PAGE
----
"The giving of the statutes [Torah] was a one-time event, but they will be in force for as long as the world exists. The commandments are so sacred and immutable that we must aspire to observe them under any circumstances."
Siegfried Bodenheimer wrote these words in his last letter to his son Ernst in the children's home in Montintin, three months before Ernst's Bar Mitzvah.
Eliezer ben Yehoshua (Ernst Bodenheimer) was born in 1929 in Niederhöchstadt, a town in southwest Germany. He was the second child born to Klara and Siegfried Bodenheimer, a World War I veteran. His older sister Ilse (later Ilana Yaron), was born in 1928.
On 10 November 1938, during the Kristallnacht pogrom, ten-year-old Ilse and her brother Ernst were made to stand apart from all the other children in the courtyard of the Christian school they attended. There, in the presence of all the kindergarten and schoolchildren, they were forced to witness the burning of the Torah scrolls and Jewish books from the adjacent synagogue.
That same afternoon, SS men burst into their home and arrested Siegfried. Klara and the two children were evicted from Niederhöchstadt the next day, together with all the town's Jews. Siegfried was released several weeks later, and the family was permitted to return home.
In February 1939, Ilse was sent on the Kindertransport to France. The group, numbering 120 children who left Germany and Austria after Kristallnacht, was entrusted to the care of the Baroness de Rothschild in France, and housed in one of her palaces. In 1941, the OSE Jewish aid society in France assumed responsibility for the children.
Siegfried, Klara and Ernst were deported to the Gurs transit camp, and from there to the Rivesaltes camp. Later on, Ernst was taken out of the camp by the OSE and sent to the Montintin children's home in France. The OSE also made sure that the siblings were able to meet on occasion.
Following rumors that the children may be deported to Drancy, Ilse was transferred to a convent in the Villefranche area, together with a group of girls whose German accent was likely to give them away. The girls were equipped with false papers and hid there under assumed identities.
In July 1944, Ilse and other children were smuggled from France into Spain via the Pyrenees and were brought to a home for Jewish children in Barcelona. This group reached Eretz Israel (Mandatory Palestine) in early November 1944. Eventually Ilse, who had changed her name to Ilana, married Mordechai, who was also German-born and immigrated on the same ship. In 1946, two years after his sister, Ernst immigrated to Eretz Israel. He changed his name to Eliezer ben Yehoshua and became a member of Kibbutz Shluchot in the Bet Shean Valley.
In August 1942, Siegfried and Klara Bodenheimer were deported from Drancy to Auschwitz, where they were murdered. In 1955, Eliezer ben Yehoshua submitted Pages of Testimony in memory of his parents, Siegfried and Klara. In 2017 Eliezer's widow, Rachel ben Yehoshua, donated Siegfried Bodenheimer's last letter to Yad Vashem for posterity.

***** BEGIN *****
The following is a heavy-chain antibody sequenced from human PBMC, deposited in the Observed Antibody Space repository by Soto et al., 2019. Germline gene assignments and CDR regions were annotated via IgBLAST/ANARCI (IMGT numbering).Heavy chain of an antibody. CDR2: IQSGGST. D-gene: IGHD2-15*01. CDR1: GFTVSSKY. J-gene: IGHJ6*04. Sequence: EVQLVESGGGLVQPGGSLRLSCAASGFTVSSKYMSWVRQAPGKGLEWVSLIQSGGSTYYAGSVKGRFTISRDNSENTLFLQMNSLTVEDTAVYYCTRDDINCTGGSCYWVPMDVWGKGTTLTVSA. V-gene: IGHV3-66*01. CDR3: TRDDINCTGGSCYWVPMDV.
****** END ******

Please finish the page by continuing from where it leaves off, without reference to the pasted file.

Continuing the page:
Les Milles camp, 18.5.42
My beloved Ernst,
Yesterday I received your letter of 10.5 and was glad to hear that you are well. We are always very interested to hear how your Achilles tendon is faring. What I hear from you alleviates my anxiety and I see that as far as you are concerned, all is well. Let's hope it stays that way. What do you hear from your beloved Ilse and from Mother? You will always receive mail from La Chatre.
Dear Ernst, although we [the family] are spread out, we have to thank God for one thing: that as of now, all of us are more or less healthy. Do you feel the same way, dear Ernst? We are now approaching Shavuot. What this means for us – I don't need to tell you. The giving of the statutes [Torah] was a one-time event, but they will be in force for as long as the world exists. The commandments are so sacred and immutable that we must aspire to observe them under any circumstances. From this year forward, my dear son, you will have to observe them, and therefore, please act accordingly. But despite everything, always remain happy and good-hearted. Come what may, the war will still go on for a long time. The most important thing is that you learn something that will be useful.
Here, nothing significant has taken place. In the last week, many people have been forced to leave and go out to work. A few friends left for the US, and on Shabbat, a few received evacuation notices [transports to Auschwitz] for mid-June.
Have I already written to you that we have two beautiful dogs, called Pateraf and Conchet?
I see that you can already correct my mistakes! Yes, I spelled the word Mattre wrong. The French doesn't penetrate my old head. For example: today – Monday – I had an English lesson, and in the morning, a French lesson.
Dear Ernst, observe the festival well, and regards and kisses from your father.
Heartfelt regards to all the children we know, especially Av Maksel.
Can you read my handwriting?